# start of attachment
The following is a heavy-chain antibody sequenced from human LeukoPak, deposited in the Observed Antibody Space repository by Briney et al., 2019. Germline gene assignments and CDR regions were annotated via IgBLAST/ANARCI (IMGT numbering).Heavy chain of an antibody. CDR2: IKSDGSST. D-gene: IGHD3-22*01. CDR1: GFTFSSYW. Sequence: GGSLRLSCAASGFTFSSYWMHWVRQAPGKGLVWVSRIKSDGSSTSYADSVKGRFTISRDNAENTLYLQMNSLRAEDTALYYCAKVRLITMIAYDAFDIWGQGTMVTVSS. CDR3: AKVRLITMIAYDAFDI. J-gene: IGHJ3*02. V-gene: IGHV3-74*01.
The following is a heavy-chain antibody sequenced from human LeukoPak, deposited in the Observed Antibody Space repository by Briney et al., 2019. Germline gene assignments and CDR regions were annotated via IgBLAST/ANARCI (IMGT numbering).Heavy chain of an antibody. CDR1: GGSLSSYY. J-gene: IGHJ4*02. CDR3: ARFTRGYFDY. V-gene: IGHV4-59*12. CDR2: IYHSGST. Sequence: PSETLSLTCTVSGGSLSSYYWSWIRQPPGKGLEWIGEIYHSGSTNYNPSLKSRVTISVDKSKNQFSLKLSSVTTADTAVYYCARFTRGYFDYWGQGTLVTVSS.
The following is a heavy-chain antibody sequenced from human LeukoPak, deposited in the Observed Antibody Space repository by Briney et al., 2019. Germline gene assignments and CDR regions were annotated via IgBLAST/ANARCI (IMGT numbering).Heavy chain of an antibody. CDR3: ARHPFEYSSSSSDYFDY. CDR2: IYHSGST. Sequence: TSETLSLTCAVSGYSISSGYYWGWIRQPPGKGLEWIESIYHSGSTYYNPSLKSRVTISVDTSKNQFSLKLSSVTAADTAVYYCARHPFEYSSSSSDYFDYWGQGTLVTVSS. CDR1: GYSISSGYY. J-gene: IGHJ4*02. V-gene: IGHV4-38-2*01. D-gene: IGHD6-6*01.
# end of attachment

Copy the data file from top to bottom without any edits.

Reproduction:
The following is a heavy-chain antibody sequenced from human LeukoPak, deposited in the Observed Antibody Space repository by Briney et al., 2019. Germline gene assignments and CDR regions were annotated via IgBLAST/ANARCI (IMGT numbering).Heavy chain of an antibody. CDR2: IKSDGSST. D-gene: IGHD3-22*01. CDR1: GFTFSSYW. Sequence: GGSLRLSCAASGFTFSSYWMHWVRQAPGKGLVWVSRIKSDGSSTSYADSVKGRFTISRDNAENTLYLQMNSLRAEDTALYYCAKVRLITMIAYDAFDIWGQGTMVTVSS. CDR3: AKVRLITMIAYDAFDI. J-gene: IGHJ3*02. V-gene: IGHV3-74*01.
The following is a heavy-chain antibody sequenced from human LeukoPak, deposited in the Observed Antibody Space repository by Briney et al., 2019. Germline gene assignments and CDR regions were annotated via IgBLAST/ANARCI (IMGT numbering).Heavy chain of an antibody. CDR1: GGSLSSYY. J-gene: IGHJ4*02. CDR3: ARFTRGYFDY. V-gene: IGHV4-59*12. CDR2: IYHSGST. Sequence: PSETLSLTCTVSGGSLSSYYWSWIRQPPGKGLEWIGEIYHSGSTNYNPSLKSRVTISVDKSKNQFSLKLSSVTTADTAVYYCARFTRGYFDYWGQGTLVTVSS.
The following is a heavy-chain antibody sequenced from human LeukoPak, deposited in the Observed Antibody Space repository by Briney et al., 2019. Germline gene assignments and CDR regions were annotated via IgBLAST/ANARCI (IMGT numbering).Heavy chain of an antibody. CDR3: ARHPFEYSSSSSDYFDY. CDR2: IYHSGST. Sequence: TSETLSLTCAVSGYSISSGYYWGWIRQPPGKGLEWIESIYHSGSTYYNPSLKSRVTISVDTSKNQFSLKLSSVTAADTAVYYCARHPFEYSSSSSDYFDYWGQGTLVTVSS. CDR1: GYSISSGYY. J-gene: IGHJ4*02. V-gene: IGHV4-38-2*01. D-gene: IGHD6-6*01.